Empowering Dads to empower their girls
1 March 2020
Office of Sport NSW Collective Voices Game Changer Story: Empowering Dads to empower their girls:
When internationally renowned men’s health expert, Prof Phil Morgan, had his third daughter he was struck by comments people made, ranging from: “You’re going to have to lock your daughters up!” to: “Good luck at the ballet!” and: “Bad luck for not having a son.”
As the comments sunk in, he wondered why people felt having a daughter meant less opportunities than having a son. Especially when it came to sport. As an academic, he started looking at the research which showed girls are dropping out of sport at a rate six times greater than boys. He found, quite alarmingly, that by the time NSW girls leave primary school, they are well behind boys in the acquisition of key fundamental movement skills.
The drivers of this disparity, he found, are that girls get less encouragement and opportunities than boys, compounded with self-esteem and body image issues. Fathers are also less likely to be involved with their daughters in co-physical activity than their sons and hard to engage in parenting programs.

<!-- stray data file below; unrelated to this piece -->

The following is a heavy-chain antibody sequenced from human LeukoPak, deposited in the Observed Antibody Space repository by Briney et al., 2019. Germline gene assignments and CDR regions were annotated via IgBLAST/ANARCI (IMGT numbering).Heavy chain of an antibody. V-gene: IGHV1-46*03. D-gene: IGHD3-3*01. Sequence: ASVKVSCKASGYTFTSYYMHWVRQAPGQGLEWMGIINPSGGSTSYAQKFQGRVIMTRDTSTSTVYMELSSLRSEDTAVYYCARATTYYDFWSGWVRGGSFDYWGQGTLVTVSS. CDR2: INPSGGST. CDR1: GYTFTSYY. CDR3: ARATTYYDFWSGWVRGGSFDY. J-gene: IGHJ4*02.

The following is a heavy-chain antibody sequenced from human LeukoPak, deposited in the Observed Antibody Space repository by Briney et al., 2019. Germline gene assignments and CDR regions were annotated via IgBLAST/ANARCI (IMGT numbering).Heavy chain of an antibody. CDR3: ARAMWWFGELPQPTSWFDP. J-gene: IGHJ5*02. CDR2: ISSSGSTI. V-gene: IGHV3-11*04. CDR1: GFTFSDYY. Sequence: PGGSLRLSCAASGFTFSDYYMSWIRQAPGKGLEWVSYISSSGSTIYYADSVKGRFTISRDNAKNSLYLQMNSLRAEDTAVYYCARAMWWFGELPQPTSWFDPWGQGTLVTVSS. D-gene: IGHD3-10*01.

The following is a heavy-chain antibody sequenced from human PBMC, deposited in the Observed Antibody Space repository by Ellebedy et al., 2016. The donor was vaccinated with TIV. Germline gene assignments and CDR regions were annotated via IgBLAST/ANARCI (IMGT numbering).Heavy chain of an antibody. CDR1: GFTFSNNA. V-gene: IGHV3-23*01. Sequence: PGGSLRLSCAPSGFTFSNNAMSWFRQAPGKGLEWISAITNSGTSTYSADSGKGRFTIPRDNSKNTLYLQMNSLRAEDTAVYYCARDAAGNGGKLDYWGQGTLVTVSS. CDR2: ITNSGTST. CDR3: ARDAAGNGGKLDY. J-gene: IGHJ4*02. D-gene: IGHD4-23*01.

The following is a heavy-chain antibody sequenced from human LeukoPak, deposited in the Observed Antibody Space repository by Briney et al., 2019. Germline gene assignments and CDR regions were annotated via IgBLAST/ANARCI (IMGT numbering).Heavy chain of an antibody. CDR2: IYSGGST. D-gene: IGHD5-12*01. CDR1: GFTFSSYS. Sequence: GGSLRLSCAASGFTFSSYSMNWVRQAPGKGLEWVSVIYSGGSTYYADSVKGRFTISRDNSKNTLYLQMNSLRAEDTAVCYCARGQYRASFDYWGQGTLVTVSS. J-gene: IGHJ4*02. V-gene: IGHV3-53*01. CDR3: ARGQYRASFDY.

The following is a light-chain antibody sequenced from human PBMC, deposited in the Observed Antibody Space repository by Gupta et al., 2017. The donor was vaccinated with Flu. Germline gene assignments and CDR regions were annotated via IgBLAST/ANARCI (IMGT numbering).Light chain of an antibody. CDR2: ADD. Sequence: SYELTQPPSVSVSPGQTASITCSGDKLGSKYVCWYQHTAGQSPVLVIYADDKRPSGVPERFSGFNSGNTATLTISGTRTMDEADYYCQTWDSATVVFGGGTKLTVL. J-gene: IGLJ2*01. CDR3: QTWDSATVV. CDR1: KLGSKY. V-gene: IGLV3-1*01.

“Girls are constantly bombarded with pervasive cultural messages that value them more for how they look than who they are,” he says. “So how can we help fathers removethe gender straight jacket that rewards girls for their looks and passivity, and focus on their physical confidence and their competence and their passions and insights?”.
It was these questions and insights that drove Phil to create the award-winning Daughters and Dads program. It’s the world’s first program targeting fathers and daughters with the aim of educating and empowering them to improve girls’ physical activity, sports proficiency and social emotional wellbeing.
Such is the success of this program that the NSW Government under the Her Sport Her Way strategy is partnering with the University of Newcastle to scale it up across the state through the Office of Sport.